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Jun 08, 2014 08:42 PM EDT

Fasting For At Least 3 Days Could Rejuvenate Immune System

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Fasting for at least three days could rejuvenate the entire immune system, even in elderly, according to a recent study The Telegraph reported.

Researchers from the University of Southern California found that cycles of prolonged fasting not only protect against immune system damage -- a major side effect of chemotherapy -- but also induce immune system regeneration, shifting stem cells from a dormant state to a state of self-renewal.

"We could not predict that prolonged fasting would have such a remarkable effect in promoting stem cell-based regeneration of the hematopoietic system," Valter Longo, corresponding author of the study and  the Edna M. Jones Professor of Gerontology and the Biological Sciences at the USC Davis School of Gerontology, said in a statement. "When you starve, the system tries to save energy, and one of the things it can do to save energy is to recycle a lot of the immune cells that are not needed, especially those that may be damaged."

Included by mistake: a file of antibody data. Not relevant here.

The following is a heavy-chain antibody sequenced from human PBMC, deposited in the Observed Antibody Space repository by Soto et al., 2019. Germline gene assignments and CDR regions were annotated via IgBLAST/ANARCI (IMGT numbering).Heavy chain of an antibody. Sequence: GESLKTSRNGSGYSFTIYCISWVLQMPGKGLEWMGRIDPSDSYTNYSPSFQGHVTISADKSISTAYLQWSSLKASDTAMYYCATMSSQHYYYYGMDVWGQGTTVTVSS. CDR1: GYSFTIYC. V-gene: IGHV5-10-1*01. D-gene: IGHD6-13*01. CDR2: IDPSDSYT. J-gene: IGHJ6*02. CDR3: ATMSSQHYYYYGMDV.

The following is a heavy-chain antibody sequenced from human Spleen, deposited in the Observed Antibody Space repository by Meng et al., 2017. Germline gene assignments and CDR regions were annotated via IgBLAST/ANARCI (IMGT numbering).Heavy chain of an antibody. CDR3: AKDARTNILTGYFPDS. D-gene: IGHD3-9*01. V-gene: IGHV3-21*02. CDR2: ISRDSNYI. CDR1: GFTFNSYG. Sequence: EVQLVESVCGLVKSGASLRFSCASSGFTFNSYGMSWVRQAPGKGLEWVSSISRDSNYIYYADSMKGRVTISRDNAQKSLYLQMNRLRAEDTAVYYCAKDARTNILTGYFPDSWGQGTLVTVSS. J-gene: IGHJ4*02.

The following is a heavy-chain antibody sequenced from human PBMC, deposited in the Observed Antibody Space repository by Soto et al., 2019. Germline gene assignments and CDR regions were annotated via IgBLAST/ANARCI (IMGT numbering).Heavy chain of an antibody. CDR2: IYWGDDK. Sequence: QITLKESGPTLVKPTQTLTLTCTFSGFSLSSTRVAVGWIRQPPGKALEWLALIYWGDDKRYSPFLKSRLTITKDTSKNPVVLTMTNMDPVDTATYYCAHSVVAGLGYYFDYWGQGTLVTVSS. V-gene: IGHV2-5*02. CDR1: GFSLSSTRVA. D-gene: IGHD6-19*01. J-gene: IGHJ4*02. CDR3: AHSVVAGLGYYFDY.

The researchers said prolonged fasting forces the body to use stores of glucose, fat and ketones, but also breaks down a significant portion of white blood cells. Longo likens the effect to lightening a plane of excess cargo.

They also found that prolonged fasting also reduced the enzyme PKA, which is linked to ageing and a hormone which increases cancer risk and tumor growth.

"PKA is the key gene that needs to shut down in order for these stem cells to switch into regenerative mode. It gives the 'okay' for stem cells to go ahead and begin proliferating and rebuild the entire system," Long said. "And the good news is that the body got rid of the parts of the system that might be damaged or old, the inefficient parts, during the fasting. Now, if you start with a system heavily damaged by chemotherapy or aging, fasting cycles can generate, literally, a new immune system."

During a trial, prolonged fasting also protected against toxicity in a pilot clinical trial in which a small group of patients fasted for a 72-hour period prior to chemotherapy.

"While chemotherapy saves lives, it causes significant collateral damage to the immune system. The results of this study suggest that fasting may mitigate some of the harmful effects of chemotherapy," Tanya Dorff, co-author of the study and an assistant professor of clinical medicine at the USC Norris Comprehensive Cancer Center and Hospital, said in a statement.

Researchers are now investigating the possibility that these effects are applicable to many different systems and organs, not just the immune system.

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